Talk about an ‘easy walk’
WHAT exactly is “within easy walking distance”? Has someone checked, and what was the level of fitness and mobility of the said tester?
This rather ambiguous real estate term can offer a rather confused message implying all manner of things to a huge array of people.
I mean, what is an easy walk? To me an easy walk is 10 to 15 minutes on a dry, slightly cloudy, mild day where no hills are involved.
To my 10-year-old it is no further than the end of the drive without requesting some form of wheeled transport. It doesn’t have to have a motor, just something to speed up the whole process.
To those gym/ fitness types who drink their food green in colour and pureed, a quick and easy walk will cover several hours, can include many serious inclines, steps, and the weather conditions are totally irrelevant. In fact, a strong head wind, ice or temperatures of more than 40C just add to the fun.
I feel it is time to establish some benchmarks so that when this term is used in real estate we all understand what you, as a buyer, should be expecting.
I suggest the way to calculate this will be to consider how far an average adult takes to walk a kilometre. According to that interweb thing, there appears to be a consensus of opinion that the typical speed is 5km/h.
However, is walking for an hour that easy? It may be on a Sunday morning carrying nothing more than a bottle of water, but carrying children, shopping or adding that time to a bus or train commute to work … in these situations an hour is often too long.
So to set a benchmark, I believe it could be agreed that 10 minutes — that is about 800-850m — would be a very, very easy walk for most, even when carrying loads, tackling inclines, or just tottering home with a hot coffee and a newspaper.
The 20-minute duration is still pretty easy, covering about 1600m. But how about the 2.5km 30-minute walk; is that easy?
I would argue when trying to carry a big shop, catch a train or find the nearest bus stop this could be too far.
In conclusion, my in-depth analysis, backed up by the years I have personally been walking, shows that the zero to 20minute period can officially be noted under the heading easy.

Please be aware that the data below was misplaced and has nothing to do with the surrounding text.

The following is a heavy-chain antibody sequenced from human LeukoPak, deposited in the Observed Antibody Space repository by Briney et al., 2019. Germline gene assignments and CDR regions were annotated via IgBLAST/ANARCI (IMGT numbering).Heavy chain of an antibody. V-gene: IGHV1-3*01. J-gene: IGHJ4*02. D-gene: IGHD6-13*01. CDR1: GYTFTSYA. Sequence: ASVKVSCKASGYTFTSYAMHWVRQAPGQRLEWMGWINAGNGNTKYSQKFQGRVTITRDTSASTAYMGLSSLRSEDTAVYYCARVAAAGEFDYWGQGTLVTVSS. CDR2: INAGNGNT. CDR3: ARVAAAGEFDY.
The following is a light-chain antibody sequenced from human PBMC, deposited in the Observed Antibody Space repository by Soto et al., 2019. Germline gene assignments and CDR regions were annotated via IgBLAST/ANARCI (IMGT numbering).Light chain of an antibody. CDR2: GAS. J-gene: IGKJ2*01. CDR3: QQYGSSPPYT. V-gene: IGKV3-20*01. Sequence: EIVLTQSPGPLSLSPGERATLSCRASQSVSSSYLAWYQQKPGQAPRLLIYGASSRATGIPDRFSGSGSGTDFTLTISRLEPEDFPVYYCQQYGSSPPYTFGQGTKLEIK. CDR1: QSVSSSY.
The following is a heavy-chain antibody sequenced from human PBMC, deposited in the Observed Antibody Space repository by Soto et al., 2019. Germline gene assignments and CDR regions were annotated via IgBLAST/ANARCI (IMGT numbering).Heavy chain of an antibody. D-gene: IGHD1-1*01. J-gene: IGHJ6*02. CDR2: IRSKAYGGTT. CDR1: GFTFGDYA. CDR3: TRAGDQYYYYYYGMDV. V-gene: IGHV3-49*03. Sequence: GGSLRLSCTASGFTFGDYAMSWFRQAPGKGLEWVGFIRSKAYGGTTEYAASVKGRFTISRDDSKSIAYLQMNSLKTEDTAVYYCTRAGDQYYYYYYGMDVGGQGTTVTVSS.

The 20-30 minute trip is pushing that term somewhat, and over that forget it.
You may wonder why I am so intent on establishing these groundbreaking benchmarks.
I believe for many purchasers the appeal of an “easy walk’’ to amenities and public transport can really make the difference.
For sellers this can mean
those extra few dollars for your home when you sell, if your property’s suburb location places it in the “easy walk” category.
Personally I only ever live in homes, or invest for that matter, in properties with locations in that “easy walk’’ category.
The quality and range of what is close enough to be able to access on foot depends on your location type, urban, suburban or the country town, for example. I have excluded acreage living because this housing option offers space in exchange for convenience, and that is a fair trade for many families.
The interesting element to this is that your suburb will dictate the quality and type of amenities close at hand on foot. For suburban areas, just having a park, a local/corner shop or, even better, a coffee shop will really add buyer appeal.
If you add in public transport points, a wider range of shops/ eateries etc, you could find the appeal and maybe the value of a home higher compared with homes placed more on the fringes of the same suburb.
Perhaps your suburb has a railway station, a sought-after school and these amenities are all less than 1600m from your front door, which alone could really upgrade your home’s market appeal.
Urban location buyers will expect more, and the further away your property is from the amenity and transport options, the lower your sale value. Even in our country towns, it can be possible to at least have the school, a bus stop and maybe a park within an easy walk. So the next time you read this real estate term, just quantify the figures against my deeply scientific, heavily researched “easy walk’’ benchmark categories, and if it is more than 20 minutes, inform the agent of their error — you can quote my article.
If it is found to be more than 30 minutes to “anything’’ and was described as an easy walk, wait until it is the peak of summer then suggest the agent test the walk themselves, in their dark, shiny suit (with tie) about midday to be sure the term “easy walk’’ is justifiable.